Data Center Tech Blog
Peter Crosby

Product Manager, SanDisk FlashSoft software

OK, so we’ve heard that question a few times. And we’ve been listening. It’s not like we didn’t support Hyper-V before. You could run FlashSoft for Windows on a Hyper-V server and accelerate storage I/O. The application performance gains are actually very good (see the chart below). You just couldn’t do Hyper-V cluster-y things. Like LiveMigration, or HA.

Until now.

FlashSoft IOPS

In FlashSoft 3.7, we’re now letting you accelerate Cluster Shared Volumes (CSV). And that gives us Hyper-V cluster support. It obviously wasn’t that simple to do, but it is pretty simple to explain. When you create your virtual machine, you target a CSV. And when you configure FlashSoft, you target that CSV for acceleration. Done! Now all of the virtual machines on that CSV are accelerated. If you migrate one of those virtual machines to another machine, if it has FlashSoft and it’s been configured to accelerate that CSV, then your virtual machine will continue to be accelerated. And if you go back to the original server, FlashSoft knows not to use the (possibly stale) old cache data. So now my data is safe and my applications are performing better. Pretty sweet.

We’ve got some more ideas planned for Hyper-V. We’d like to provide more granular cache selection – maybe at the virtual machine level or even the virtual disk level. And we would like to support NAS environments as well as SAN. But we’re very excited about what you can do now with FlashSoft and Hyper-V in version 3.7. Give it a try and let us know what you think.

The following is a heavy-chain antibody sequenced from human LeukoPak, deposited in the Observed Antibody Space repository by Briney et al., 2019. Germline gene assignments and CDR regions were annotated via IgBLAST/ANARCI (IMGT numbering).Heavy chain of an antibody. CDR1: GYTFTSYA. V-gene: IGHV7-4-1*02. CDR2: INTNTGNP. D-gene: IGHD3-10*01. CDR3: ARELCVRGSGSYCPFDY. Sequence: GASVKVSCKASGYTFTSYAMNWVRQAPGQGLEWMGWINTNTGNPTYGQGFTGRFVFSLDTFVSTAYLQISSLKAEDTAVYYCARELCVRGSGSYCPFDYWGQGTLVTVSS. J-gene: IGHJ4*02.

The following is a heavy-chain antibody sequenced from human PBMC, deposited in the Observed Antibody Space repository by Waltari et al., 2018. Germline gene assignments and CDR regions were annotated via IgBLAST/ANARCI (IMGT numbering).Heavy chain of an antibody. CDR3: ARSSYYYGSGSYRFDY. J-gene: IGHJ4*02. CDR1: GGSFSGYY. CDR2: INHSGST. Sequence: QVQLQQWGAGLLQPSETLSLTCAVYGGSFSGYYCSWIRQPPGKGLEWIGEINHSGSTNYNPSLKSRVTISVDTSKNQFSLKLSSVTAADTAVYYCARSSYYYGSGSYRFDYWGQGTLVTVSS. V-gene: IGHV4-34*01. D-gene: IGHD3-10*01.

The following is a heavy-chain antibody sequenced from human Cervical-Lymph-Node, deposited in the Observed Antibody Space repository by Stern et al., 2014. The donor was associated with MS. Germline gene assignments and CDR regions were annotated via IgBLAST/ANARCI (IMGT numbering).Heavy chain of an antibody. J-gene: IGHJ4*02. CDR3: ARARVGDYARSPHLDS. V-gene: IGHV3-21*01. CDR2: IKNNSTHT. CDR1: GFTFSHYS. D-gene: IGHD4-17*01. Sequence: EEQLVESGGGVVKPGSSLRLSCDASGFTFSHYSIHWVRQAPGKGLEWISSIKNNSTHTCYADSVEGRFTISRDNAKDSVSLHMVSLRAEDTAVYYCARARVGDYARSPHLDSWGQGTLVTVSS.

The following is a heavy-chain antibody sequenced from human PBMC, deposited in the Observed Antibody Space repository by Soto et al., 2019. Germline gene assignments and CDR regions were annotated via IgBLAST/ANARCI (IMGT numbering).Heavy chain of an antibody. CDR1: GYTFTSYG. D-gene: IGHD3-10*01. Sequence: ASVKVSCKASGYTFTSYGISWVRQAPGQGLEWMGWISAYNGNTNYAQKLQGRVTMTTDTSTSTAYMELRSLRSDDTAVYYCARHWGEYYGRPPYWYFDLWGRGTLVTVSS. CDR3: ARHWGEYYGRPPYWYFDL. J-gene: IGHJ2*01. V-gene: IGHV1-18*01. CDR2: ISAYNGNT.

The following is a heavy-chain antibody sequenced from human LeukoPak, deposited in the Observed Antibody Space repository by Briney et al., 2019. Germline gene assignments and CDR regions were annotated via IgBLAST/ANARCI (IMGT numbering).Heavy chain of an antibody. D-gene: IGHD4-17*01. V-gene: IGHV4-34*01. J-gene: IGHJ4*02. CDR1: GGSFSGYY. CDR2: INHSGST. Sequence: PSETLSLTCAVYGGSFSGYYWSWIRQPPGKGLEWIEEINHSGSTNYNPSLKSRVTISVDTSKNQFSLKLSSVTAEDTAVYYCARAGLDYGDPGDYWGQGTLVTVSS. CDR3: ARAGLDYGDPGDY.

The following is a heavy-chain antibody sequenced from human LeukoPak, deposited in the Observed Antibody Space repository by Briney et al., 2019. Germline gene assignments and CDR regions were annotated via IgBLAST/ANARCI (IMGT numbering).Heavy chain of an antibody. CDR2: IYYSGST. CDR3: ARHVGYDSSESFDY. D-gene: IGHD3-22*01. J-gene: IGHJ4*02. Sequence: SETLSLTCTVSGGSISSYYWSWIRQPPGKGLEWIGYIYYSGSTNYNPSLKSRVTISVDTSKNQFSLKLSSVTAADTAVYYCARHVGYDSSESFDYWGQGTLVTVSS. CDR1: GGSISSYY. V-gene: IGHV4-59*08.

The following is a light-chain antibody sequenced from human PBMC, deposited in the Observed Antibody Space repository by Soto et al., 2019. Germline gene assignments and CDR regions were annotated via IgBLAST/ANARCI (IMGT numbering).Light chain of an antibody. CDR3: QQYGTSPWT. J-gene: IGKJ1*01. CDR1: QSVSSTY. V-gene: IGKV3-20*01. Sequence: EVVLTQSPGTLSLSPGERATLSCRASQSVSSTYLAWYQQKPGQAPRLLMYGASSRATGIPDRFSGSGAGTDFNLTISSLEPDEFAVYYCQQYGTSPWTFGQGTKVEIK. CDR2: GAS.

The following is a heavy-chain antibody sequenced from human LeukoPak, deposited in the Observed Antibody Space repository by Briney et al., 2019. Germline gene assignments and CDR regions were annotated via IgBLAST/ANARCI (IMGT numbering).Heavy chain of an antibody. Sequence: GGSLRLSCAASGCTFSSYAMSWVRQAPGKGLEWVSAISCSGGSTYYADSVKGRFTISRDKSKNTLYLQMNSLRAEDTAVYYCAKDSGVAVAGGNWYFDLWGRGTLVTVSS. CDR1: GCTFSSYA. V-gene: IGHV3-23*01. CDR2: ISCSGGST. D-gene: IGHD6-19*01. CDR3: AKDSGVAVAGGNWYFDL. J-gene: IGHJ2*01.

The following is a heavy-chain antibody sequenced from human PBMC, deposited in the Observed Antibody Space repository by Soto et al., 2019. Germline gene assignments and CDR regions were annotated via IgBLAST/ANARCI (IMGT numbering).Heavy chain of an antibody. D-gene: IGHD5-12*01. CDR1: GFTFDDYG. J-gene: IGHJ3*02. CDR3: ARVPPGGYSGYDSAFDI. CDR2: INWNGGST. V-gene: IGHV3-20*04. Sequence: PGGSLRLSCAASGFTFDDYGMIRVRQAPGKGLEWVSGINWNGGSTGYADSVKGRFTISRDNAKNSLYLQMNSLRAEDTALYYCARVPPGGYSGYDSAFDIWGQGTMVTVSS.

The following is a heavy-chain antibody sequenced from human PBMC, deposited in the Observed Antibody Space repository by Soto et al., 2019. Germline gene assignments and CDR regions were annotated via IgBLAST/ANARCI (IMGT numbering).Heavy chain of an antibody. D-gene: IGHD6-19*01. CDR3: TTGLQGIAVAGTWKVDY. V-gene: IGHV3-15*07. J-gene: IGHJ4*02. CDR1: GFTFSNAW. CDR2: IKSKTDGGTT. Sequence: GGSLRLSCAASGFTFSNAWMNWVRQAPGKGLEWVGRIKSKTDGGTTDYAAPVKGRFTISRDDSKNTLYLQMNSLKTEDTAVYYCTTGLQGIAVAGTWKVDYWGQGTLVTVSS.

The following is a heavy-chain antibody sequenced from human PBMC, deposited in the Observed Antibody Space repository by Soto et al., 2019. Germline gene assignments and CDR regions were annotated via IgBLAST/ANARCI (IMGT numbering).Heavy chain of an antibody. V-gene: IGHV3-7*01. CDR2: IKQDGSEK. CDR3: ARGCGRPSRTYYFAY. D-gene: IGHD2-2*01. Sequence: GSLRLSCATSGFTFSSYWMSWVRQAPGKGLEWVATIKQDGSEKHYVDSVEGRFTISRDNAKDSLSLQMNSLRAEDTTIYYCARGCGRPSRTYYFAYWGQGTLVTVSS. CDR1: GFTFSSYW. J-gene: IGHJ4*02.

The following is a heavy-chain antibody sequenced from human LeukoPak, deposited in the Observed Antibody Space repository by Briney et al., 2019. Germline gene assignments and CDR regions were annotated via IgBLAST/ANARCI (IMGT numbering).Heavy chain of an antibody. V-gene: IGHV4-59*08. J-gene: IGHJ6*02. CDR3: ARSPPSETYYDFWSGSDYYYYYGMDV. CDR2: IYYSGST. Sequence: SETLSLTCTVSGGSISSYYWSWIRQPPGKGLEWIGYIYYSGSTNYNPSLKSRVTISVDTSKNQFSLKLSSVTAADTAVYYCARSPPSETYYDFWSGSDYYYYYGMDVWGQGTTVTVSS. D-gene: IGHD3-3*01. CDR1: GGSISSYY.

What else is in 3.7?

FlashSoft 3.7 is not just about Hyper-V. We’ve also done some clever things in the “bare-metal” space. For example we’ve completed our support for PowerShell in FlashSoft for Windows. Now there is nothing you can do in the GUI that you can’t also do with PowerShell. Scripters and GUI-haters rejoice.

In our Linux version we’ve also been giving a nod to the scripters. We’ve updated our command-line interface significantly and made it much more “standard Linux”. I’m not sure scripters will exactly rejoice, but I’m hoping they curse us less often.

In Windows 3.7 we’ve also made a big QA effort around Windows Failover Clustering. We knew that nothing in FlashSoft (in write-through mode) prevented you from using Failover Clustering. But we decided to do some serious qualification around SQL Server and Failover Clustering.

SQL Server is a key use case for caching as you can imagine. And we’ve also spent some time with SQL Server AlwaysOn Availability Groups. Again, there is nothing in FlashSoft to prevent using it in this way. As our Chief Architect says, “there is no reason it should not work”. But for some reason our customers wanted us to say something a bit stronger. So we are.

We tested FlashSoft with SQL Server AlwaysOn Availability Groups and it works. It works really, really well. Keep an eye out for the forthcoming performance reports and a Solution Guide.

We also wanted to work really, really well with our new corporate partners from the FusionIO acquisition. FusionIO, with their ioMemory3 cards, was one of the leaders in bringing devices formatted with 4k sectors to market. FlashSoft now supports both 4k sectors and 512 sectors in any combination. So you can use a 4k SSD as a cache for a 512 formatted backend storage device. Or 4k and 4k or 512 and… you get the drift.

On the Linux side, we also want to continue to support a very wide range of distributions. We added back support for RHEL 5.5-5.11 due to popular demand. At the same time we added RHEL 7 for the leading edge types. And we are supported SLES 11sp3 and 12.

And as always we’re always tinkering with the UI to make the software easier to install and configure and to figure out if it’s working.

We’ve been busy, and we’re very proud of what we’re releasing now. We hope you like it.

 

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